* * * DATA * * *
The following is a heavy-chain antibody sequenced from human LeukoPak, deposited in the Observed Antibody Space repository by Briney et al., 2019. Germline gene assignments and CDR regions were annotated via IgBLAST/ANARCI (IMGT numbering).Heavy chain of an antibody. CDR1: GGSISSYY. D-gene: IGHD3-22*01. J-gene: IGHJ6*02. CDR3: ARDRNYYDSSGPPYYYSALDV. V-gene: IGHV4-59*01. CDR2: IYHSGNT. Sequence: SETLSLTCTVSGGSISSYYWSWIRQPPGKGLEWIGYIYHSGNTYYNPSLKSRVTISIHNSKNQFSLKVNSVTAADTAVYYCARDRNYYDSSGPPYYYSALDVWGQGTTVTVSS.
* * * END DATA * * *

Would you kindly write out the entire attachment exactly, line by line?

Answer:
The following is a heavy-chain antibody sequenced from human LeukoPak, deposited in the Observed Antibody Space repository by Briney et al., 2019. Germline gene assignments and CDR regions were annotated via IgBLAST/ANARCI (IMGT numbering).Heavy chain of an antibody. CDR1: GGSISSYY. D-gene: IGHD3-22*01. J-gene: IGHJ6*02. CDR3: ARDRNYYDSSGPPYYYSALDV. V-gene: IGHV4-59*01. CDR2: IYHSGNT. Sequence: SETLSLTCTVSGGSISSYYWSWIRQPPGKGLEWIGYIYHSGNTYYNPSLKSRVTISIHNSKNQFSLKVNSVTAADTAVYYCARDRNYYDSSGPPYYYSALDVWGQGTTVTVSS.